On the summary spectrograms
one can easily see that the tremor was passing directly under HDW on Aug 13-15.
To illustrate the geodetic changes going on I have made a summary page that is a
static GPS data summary page derived from the plots
at the CWU Pacific Northwest Geodetic Array.
I have also made a
summary page of strain data provided by Kathleen Hodgkinson
of UNAVCO from processing PBO strain meter data
that allows for comparisons of strain records for the past few ETSs.
Please don't expect this blogger to understand what any of these plots mean or how they
are derived. Seismology is simple compared to strain and geodesy.
- Aug 17 - Your pathetic blogger has been out of sector for the past five days goofing
off (riding my bike 350 miles over the Cascades and back) and thus have gotten behind on
what is going on with this ETS. So to catch up, here are some of the highlights.
Tremor locations have progressed more or less as normal in a northwesterly direction but
with what might be a bit more jumping around than in previous ETS. For example
between Aug 13 and 14 the tremor changed from a relatively compact bunch centered over
Hood Canal to a much more dispersed grouping extending from southern Puget Sound to the
north coast of the Olympics.
Currently the leading edge of the tremor has crossed into the Straights and
thus is pretty much centered under the AofA. We expect that the PGC folks will see the
tremor under their house in just a couple of days.
The AofA field crew was very busy over last weekend. As of Sunday night all
arrays have been restarted with only a few missing stations. Unfortunately, because many of
the aircells are on their last legs there were a few station failures just over the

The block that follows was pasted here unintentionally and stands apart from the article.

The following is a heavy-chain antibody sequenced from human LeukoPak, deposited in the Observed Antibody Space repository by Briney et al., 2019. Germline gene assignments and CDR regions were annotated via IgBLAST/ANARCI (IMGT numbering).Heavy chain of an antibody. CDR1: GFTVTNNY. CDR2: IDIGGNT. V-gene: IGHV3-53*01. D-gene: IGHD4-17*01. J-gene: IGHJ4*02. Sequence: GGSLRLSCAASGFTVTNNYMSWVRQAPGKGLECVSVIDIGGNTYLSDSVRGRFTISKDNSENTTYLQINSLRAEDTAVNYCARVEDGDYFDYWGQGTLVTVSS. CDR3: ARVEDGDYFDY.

previous week. If one cell goes bad out of five it takes down the whole site. Rechargable
batteries were used for many stations but we have access to only a limited number of these
and they are very HEAVY to get to some sites. Plans are being made to do a quick field
check of stations this coming weekend.
- Aug 11 - The tremor front is just crossing Hood Canal onto the Olympic Peninsula and thus
is now on schedule to be under the Array of Arrays in four to five days.
Speaking of AofA, today plans were made for a return trip to the Olympics to finish
getting all (most) of the arrays running again. Another shipment of dataloggers from PASSCAL
arrived yesterday and some older rechargeable batteries were all charged up. With 18
such batteries and a dozen partially used air-cells we think we have enough power to get
all arrays other than LC going again. The field team led by the FOC (Justin Sweet) is off
first thing tomorrow.
- Aug 10 - Over the past four days the tremor front has been moving at about 10 km per
day to the NNW as is normal for this part of the ETS. However in comparing this
ETS with previous (as found on the
Comparison Maps) it would seem that we are now in a typical